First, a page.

Act Alliance have also created a WHS blog, accessible here. This blog delves into key discussions in the lead up to – and during the Summit and serves as a useful resource across eight topics, including the Grand Bargain, humanitarian financing and others.
ActionAid-WHS Core commitments
ActionAid engages in humanitarian and resilience programming which is focused on: (1) promoting women’s leadership in humanitarian action; (2) shifting the power in favour of local actors; and (3) ensuring accountability to disaster affected communities. ActionAid is committed to the delivery of the core commitments which they consider fundamental contributions to system change.
ActionAid aligns with the core responsibilities of action outlined in One Humanity: Shared Responsibility, the Report of the Secretary-General for the World Humanitarian Summit. As a federation working in 47 countries, ActionAid will pursue the delivery of specific targets that include:
- endorsing the Call to Action on Protection from GBV in emergencies in 2016, and commits to integrate women-led community based protection mechanisms as part of its core humanitarian response programming by 2020.
- Ensuring that at least 50% of its implementing partners in humanitarian action are women-led or women’s organisations by 2020
- Ensuring the meaningful participation of women in all formal and informal decision making processes, ensuring that women make up at least 50% of rights-holders engaged in community decision making and consultation processes that ActionAid leads.
- providing increased support by way of direct funding and capacity building to national and local NGOs by 2020. This support will empower and allow them to play a central role in the programming and delivering of principled and coordinated humanitarian assistance.
Read ActionAid's full list of targets and commitments here.
The All India Disaster Mitigation Institute (AIDMI) has developed a position paper, accessible here, highlighting the work undertaken by the Assam State Disaster Management Authority (ASDMA) and AIDMI in building resilience to climate and disasters risks in Assam.
Titled ‘Building Resilience for All’, this position paper highlights the efforts of ASDMA and AIDMI, in partnership with UNICEF and UNDP in supporting vulnerable communities in Assam. The themes discussed in the paper closely align with the WHS core responsibility areas.
Call for Action on the protection of humanitarian aid and aid workers. Action Contre La Faim (ACF) - France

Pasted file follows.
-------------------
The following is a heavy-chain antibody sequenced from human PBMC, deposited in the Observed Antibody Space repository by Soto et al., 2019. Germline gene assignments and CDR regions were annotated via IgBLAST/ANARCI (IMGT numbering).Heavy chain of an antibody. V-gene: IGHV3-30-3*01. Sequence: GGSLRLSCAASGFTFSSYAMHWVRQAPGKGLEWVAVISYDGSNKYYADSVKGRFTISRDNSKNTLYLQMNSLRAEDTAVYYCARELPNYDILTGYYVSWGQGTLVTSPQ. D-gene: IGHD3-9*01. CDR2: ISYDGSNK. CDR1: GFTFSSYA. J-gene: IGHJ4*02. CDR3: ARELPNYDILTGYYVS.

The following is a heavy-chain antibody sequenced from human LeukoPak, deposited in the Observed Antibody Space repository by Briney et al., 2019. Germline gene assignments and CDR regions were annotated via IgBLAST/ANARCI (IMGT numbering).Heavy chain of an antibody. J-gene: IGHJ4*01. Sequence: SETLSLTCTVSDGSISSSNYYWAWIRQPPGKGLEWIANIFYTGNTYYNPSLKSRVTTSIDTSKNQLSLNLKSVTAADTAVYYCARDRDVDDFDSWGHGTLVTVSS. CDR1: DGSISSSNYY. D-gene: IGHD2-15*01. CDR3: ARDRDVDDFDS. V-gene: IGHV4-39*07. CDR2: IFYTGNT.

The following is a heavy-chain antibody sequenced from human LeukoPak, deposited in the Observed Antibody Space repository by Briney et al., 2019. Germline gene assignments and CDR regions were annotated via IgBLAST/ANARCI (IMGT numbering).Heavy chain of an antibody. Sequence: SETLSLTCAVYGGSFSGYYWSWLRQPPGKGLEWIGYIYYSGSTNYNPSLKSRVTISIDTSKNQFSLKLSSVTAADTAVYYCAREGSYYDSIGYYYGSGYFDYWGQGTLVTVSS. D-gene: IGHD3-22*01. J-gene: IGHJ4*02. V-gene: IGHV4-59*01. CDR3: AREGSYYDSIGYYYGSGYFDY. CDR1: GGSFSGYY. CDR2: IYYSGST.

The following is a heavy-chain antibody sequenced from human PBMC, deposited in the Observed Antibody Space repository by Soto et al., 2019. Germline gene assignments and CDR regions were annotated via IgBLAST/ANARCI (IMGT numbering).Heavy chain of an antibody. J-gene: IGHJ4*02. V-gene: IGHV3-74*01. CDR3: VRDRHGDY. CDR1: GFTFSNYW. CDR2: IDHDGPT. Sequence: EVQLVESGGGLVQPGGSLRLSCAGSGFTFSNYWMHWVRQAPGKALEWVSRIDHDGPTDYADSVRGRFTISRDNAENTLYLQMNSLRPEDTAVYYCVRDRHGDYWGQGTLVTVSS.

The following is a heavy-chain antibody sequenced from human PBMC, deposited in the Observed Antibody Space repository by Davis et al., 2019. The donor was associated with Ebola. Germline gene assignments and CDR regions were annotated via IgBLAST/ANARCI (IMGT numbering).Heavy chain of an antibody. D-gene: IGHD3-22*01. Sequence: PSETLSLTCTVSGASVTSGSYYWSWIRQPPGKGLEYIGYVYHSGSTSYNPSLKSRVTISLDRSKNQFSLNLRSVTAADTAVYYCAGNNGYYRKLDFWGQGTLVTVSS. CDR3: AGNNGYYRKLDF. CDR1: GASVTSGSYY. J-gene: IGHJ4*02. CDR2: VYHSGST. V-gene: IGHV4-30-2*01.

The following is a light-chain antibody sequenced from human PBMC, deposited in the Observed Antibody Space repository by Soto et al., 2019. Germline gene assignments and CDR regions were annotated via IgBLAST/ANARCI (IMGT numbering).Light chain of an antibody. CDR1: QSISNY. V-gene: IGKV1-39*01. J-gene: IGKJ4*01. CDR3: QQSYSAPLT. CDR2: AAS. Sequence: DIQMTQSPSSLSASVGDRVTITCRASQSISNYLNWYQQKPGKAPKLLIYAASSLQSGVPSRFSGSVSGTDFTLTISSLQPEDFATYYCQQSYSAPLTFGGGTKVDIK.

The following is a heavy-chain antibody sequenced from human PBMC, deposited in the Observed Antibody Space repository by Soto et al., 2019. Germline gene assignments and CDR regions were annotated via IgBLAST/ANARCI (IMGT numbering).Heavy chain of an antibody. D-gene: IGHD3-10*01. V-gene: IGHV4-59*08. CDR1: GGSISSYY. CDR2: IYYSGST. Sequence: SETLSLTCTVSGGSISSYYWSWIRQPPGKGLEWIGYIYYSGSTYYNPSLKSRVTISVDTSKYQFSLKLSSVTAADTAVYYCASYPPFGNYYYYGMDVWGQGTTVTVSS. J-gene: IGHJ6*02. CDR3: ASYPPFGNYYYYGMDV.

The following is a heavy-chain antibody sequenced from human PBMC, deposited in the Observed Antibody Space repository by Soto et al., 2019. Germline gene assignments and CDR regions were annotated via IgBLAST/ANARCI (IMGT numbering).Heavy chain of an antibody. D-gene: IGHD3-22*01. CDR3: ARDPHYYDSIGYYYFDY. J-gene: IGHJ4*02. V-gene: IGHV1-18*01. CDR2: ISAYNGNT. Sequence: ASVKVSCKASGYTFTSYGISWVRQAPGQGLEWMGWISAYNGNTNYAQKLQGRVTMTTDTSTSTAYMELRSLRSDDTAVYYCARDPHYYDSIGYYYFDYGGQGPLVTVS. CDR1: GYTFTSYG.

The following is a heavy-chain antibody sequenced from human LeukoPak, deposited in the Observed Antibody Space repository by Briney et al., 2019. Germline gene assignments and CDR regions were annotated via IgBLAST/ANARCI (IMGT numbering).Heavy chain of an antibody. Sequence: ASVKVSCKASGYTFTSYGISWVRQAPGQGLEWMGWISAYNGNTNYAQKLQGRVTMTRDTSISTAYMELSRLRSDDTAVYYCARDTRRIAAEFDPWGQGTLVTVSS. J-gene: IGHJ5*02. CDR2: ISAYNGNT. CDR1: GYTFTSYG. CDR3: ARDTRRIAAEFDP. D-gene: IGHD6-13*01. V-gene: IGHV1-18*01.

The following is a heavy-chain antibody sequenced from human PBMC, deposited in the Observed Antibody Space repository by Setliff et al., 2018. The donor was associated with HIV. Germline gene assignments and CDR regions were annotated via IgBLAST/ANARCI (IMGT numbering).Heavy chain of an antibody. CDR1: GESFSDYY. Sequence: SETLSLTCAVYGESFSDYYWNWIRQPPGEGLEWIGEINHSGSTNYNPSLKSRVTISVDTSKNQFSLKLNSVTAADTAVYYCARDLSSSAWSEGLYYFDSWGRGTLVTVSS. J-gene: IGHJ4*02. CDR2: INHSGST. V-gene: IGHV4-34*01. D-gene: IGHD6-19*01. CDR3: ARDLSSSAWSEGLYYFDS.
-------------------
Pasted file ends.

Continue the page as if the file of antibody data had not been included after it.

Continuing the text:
Protecting aid workers is indispensable to the delivery of humanitarian aid, and a fundamental condition for vulnerable populations to access the services they need. In light of the violence facing aid workers in insecure environments and its impact on access by populations to basic needs, ACF France is has created a Call for the Protection of Aid Workers. This calls for the creation of a Special Procedure for the protection of aid workers, who could spearhead and coordinate the required advocacy, research and investigation of serious incidents that lead to withdrawal of, or restrictions to humanitarian access.
ACF is also committing to:
Ensuring the creation of a central database for the collection and analysis of attacks against aid workers, and calling for the systematic condemnation at the UN Security Council in the event of serious incidents and their resulting restrictions on access to populations in urgent need of relief.
Reinforcing respect and understanding for the humanitarian principles through the channeling of donor funds - and adapting our organizational strategic plans - to support stronger training on the principles and legal frameworks for all staff, as well as sensitizing local communities and relevant actors present in the field.
A Call for Humanity from global civil society to the World Humanitarian Summit
The call for humanity, endorsed/signed by numerous NGOs, calls on world leaders to rise to the challenge that the Summit represents.
It calls on world leaders to:
Address the root causes of crises that affect millions of people, acting far earlier to avert conflict,
Strengthening the resilience of States and communities to crises.
Reverse the growing lack of respect for international humanitarian law and other international norms meant to safeguard humanity.
Meet their fundamental responsibilities to protect civilians and allow unimpeded access to humanitarian relief.
The call lists several key messages in direct relation to each of the Core Responsibility areas outlined by the Secretary General, and is accessible here.
CARE’s Commitments at the World Humanitarian Summit
CARE will deliver on around one hundred joint and collective commitments as part of the WHS process, in addition to implementing priority commitments to: